Theoretically, a majority collusion of validators may take over a proof of stake chain, and start acting maliciously. However, (i) through clever protocol design, their ability to earn extra profits through such manipulation can be limited as much as possible, and more importantly (ii) if they try to prevent new validators from joining, or execute 51% attacks, then the community can simply coordinate a hard fork and delete the offending validators’ deposits. A successful attack may cost $50 million, but the process of cleaning up the consequences will not be that much more onerous than the geth/parity consensus failure of 2016.11.25. Two days later, the blockchain and community are back on track, attackers are$50 million poorer, and the rest of the community is likely richer since the attack will have caused the value of the token to go up due to the ensuing supply crunch. That’s attack/defense asymmetry for you.

The above should not be taken to mean that unscheduled hard forks will become a regular occurrence; if desired, the cost of a single 51% attack on proof of stake can certainly be set to be as high as the cost of a permanent 51% attack on proof of work, and the sheer cost and ineffectiveness of an attack should ensure that it is almost never attempted in practice.

Economics is not everything. Inpidual actors may be motivated by extra-protocol motives, they may get hacked, they may get kidnapped, or they may simply get drunk and decide to wreck the blockchain one day and to hell with the cost. Furthermore, on the bright side, inpiduals’ moral forbearances and communication inefficiencies will often raise the cost of an attack to levels much higher than the nominal protocol-defined value-at-loss. This is an advantage that we cannot rely on, but at the same time it is an advantage that we should not needlessly throw away.

Hence, the best protocols are protocols that work well under a variety of models and assumptions — economic rationality with coordinated choice, economic rationality with inpidual choice, simple fault tolerance, Byzantine fault tolerance (ideally both the adaptive and non-adaptive adversary variants), Ariely/Kahneman-inspired behavioral economic models (“we all cheat just a little”) and ideally any other model that’s realistic and practical to reason about. It is important to have both layers of defense: economic incentives to discourage centralized cartels from acting anti-socially, and anti-centralization incentives to discourage cartels from forming in the first place.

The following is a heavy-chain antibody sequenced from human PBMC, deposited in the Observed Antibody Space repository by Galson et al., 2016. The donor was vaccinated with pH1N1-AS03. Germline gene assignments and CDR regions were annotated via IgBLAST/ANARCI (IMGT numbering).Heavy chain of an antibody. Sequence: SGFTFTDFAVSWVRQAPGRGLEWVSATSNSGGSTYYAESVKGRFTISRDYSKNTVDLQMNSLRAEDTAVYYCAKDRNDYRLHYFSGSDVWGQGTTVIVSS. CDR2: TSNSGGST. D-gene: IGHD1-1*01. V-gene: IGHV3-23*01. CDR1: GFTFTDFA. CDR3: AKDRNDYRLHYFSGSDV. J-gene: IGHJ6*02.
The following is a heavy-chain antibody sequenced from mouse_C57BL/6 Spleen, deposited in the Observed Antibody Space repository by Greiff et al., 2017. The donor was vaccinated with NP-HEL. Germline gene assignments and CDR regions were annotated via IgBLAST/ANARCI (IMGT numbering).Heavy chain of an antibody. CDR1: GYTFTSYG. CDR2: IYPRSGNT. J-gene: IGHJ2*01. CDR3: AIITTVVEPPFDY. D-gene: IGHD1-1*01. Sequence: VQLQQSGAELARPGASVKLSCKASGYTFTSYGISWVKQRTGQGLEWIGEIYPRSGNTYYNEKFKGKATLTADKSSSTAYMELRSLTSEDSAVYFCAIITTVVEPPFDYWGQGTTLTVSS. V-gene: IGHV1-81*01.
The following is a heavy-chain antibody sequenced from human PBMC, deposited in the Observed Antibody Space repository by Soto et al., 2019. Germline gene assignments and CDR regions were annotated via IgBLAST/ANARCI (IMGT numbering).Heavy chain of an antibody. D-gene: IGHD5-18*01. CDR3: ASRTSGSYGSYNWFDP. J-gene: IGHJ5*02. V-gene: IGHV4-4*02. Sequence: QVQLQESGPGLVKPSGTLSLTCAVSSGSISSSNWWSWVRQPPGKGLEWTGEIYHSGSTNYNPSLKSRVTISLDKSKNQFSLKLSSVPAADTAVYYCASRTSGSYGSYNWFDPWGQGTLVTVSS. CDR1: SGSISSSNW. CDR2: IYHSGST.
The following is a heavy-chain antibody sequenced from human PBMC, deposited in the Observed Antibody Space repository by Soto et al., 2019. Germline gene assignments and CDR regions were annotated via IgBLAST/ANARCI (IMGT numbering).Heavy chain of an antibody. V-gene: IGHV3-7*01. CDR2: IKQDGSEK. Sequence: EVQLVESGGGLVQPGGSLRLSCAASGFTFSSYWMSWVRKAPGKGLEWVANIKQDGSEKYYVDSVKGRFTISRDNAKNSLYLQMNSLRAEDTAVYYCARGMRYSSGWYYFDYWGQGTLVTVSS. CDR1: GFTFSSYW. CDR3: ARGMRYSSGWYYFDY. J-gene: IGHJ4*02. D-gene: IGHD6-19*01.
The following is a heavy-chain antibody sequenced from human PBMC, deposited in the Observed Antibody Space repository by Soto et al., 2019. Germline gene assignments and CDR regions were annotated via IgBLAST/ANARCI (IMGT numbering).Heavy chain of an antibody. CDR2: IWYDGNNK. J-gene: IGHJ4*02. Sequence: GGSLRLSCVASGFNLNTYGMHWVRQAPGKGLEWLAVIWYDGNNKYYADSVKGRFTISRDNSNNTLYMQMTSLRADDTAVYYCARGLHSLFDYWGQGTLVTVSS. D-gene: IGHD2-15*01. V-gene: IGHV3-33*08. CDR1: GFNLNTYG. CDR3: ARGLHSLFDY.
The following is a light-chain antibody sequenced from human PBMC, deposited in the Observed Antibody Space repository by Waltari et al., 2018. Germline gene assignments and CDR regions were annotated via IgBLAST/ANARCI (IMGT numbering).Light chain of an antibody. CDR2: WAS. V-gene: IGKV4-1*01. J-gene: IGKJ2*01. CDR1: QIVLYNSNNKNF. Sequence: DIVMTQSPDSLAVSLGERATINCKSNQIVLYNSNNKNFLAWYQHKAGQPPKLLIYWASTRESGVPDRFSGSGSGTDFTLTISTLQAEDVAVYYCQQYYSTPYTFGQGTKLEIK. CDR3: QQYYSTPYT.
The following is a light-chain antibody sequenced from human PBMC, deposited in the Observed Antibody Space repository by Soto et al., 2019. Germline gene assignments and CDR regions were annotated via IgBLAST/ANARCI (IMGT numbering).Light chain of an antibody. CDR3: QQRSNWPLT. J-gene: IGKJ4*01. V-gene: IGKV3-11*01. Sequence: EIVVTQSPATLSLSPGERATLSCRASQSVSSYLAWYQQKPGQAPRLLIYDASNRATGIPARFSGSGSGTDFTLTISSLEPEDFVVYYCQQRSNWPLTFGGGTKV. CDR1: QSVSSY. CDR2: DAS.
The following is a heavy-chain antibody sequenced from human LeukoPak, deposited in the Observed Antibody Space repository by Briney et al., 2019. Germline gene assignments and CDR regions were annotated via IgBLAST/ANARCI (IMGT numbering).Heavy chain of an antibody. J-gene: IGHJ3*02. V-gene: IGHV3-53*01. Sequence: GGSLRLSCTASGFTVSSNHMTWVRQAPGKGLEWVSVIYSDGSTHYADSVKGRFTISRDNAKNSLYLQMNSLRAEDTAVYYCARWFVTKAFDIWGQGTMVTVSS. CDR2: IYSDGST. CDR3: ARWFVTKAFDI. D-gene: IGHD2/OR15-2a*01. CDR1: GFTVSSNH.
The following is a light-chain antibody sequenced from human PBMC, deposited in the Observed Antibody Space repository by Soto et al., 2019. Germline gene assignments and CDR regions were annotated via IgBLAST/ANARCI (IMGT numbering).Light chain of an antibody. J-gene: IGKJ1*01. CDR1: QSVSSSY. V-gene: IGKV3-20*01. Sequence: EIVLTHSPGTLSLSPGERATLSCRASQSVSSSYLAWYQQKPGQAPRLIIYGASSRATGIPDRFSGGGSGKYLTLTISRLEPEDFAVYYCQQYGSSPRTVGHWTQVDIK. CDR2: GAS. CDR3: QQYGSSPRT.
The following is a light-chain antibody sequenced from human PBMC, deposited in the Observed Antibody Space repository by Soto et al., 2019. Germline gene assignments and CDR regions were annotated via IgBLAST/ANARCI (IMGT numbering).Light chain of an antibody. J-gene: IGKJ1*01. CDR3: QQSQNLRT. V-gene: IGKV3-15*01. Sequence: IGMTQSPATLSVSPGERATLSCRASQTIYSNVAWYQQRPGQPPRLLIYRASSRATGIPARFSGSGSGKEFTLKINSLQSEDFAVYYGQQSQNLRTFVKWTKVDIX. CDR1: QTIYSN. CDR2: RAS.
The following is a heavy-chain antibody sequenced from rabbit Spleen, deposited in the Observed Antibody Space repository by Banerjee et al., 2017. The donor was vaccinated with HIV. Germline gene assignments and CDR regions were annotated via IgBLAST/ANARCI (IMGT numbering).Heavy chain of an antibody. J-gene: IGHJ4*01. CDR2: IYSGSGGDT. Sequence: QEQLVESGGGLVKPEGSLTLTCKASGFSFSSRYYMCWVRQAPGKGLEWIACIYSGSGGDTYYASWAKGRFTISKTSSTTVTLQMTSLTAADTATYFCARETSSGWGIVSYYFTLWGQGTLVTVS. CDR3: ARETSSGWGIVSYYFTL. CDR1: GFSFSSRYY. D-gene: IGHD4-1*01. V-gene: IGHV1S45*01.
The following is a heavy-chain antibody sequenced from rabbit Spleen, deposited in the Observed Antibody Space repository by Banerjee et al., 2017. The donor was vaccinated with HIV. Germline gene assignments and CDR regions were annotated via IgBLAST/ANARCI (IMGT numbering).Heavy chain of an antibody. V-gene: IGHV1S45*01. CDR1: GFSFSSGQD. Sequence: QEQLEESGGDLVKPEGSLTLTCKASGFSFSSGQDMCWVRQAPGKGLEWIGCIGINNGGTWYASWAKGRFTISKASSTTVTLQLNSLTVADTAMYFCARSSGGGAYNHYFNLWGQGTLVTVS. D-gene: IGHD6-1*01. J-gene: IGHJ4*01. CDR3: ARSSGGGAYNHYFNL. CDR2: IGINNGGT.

Consensus protocols that work as-fast-as-possible have risks and should be approached very carefully if at all, because if the possibility to be very fast is tied to incentives to do so, the combination will reward very high and systemic-risk-inducing levels of network-level centralization (eg. all validators running from the same hosting provider). Consensus protocols that don’t care too much how fast a validator sends a message, as long as they do so within some acceptably long time interval (eg. 4–8 seconds, as we empirically know that latency in ethereum is usually ~500ms-1s) do not have these concerns. A possible middle ground is creating protocols that can work very quickly, but where mechanics similar to Ethereum’s uncle mechanism ensure that the marginal reward for a node increasing its degree of network connectivity beyond some easily attainable point is fairly low.

From here, there are of course many details and many ways to perge on the details, but the above are the core principles that at least my version of Casper is based on. From here, we can certainly debate tradeoffs between competing values . Do we give ETH a 1% annual issuance rate and get an $50 million cost of forcing a remedial hard fork, or a zero annual issuance rate and get a$5 million cost of forcing a remedial hard fork? When do we increase a protocol’s security under the economic model in exchange for decreasing its security under a fault tolerance model? Do we care more about having a predictable level of security or a predictable level of issuance? These are all questions for another post, and the various ways of implementing the different tradeoffs between these values are questions for yet more posts. But we’ll get to it 😃